An occupational therapist can also evaluate your parent behind the wheel and offer a medical perspective on their ability to drive. They may suggest modifications to help them drive more safely — like larger mirrors, cushions, or hand pedals — or may recommend that your parent stop driving altogether.
6. Point out the consequences
The likelihood of dying as the result of a car accident sharply rises after the age of 65, mostly because older bodies can’t withstand hard impacts as easily as younger bodies can. Your parent likely knows that they can no longer bounce back from minor falls like they used to — make sure they know that car accidents are no different.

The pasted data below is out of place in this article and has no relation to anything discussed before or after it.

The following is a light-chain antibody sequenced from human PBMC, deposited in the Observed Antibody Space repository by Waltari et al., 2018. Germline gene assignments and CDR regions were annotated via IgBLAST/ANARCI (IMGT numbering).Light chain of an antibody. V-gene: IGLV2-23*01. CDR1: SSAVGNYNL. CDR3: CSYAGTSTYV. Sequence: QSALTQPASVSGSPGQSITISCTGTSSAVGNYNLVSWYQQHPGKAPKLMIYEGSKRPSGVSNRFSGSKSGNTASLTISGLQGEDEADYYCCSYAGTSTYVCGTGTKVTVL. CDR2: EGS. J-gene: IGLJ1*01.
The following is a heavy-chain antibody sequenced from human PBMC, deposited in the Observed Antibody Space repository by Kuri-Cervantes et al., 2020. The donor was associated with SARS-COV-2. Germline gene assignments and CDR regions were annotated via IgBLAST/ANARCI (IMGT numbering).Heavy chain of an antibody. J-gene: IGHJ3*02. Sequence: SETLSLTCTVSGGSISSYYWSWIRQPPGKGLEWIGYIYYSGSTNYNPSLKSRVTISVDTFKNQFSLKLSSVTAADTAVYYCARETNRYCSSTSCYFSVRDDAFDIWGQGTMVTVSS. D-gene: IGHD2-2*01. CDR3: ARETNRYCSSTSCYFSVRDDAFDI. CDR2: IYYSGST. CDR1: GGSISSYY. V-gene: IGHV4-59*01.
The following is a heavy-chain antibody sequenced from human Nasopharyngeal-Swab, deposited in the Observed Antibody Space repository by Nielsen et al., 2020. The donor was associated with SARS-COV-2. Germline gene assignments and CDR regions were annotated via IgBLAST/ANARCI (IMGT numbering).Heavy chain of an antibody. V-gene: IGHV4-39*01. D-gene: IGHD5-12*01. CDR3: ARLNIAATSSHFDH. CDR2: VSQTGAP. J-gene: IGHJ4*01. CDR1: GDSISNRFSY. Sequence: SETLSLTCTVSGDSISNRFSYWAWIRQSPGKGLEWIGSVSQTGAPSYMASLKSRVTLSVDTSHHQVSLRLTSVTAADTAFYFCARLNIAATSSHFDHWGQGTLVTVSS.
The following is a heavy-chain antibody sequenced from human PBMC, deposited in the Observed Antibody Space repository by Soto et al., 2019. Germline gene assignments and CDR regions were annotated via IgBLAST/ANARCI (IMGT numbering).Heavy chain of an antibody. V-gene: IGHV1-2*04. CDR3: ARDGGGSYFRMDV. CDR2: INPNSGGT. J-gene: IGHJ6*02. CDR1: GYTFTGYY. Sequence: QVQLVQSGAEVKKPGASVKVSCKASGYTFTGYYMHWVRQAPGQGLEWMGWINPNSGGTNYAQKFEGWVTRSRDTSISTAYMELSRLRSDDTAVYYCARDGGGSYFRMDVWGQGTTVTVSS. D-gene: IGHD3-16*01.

If you’re really struggling to get through to your parent, point out how their decision could affect others. For example, ask your parents if they feel confident in their abilities to drive their grandkids safely around town. They may be willing to risk their safety, but the thought of their grandkids getting hurt could bring them back to reality.
7. Always remember the point of your conversations
If you are getting impatient with how long your conversations are taking, or how stubborn your parent is acting, remember why you’re having these conversations in the first place — to keep them safe.
Finally, put yourself in your mom or dad’s shoes. When you get to be their age, how would you want your children to talk to you about your driving?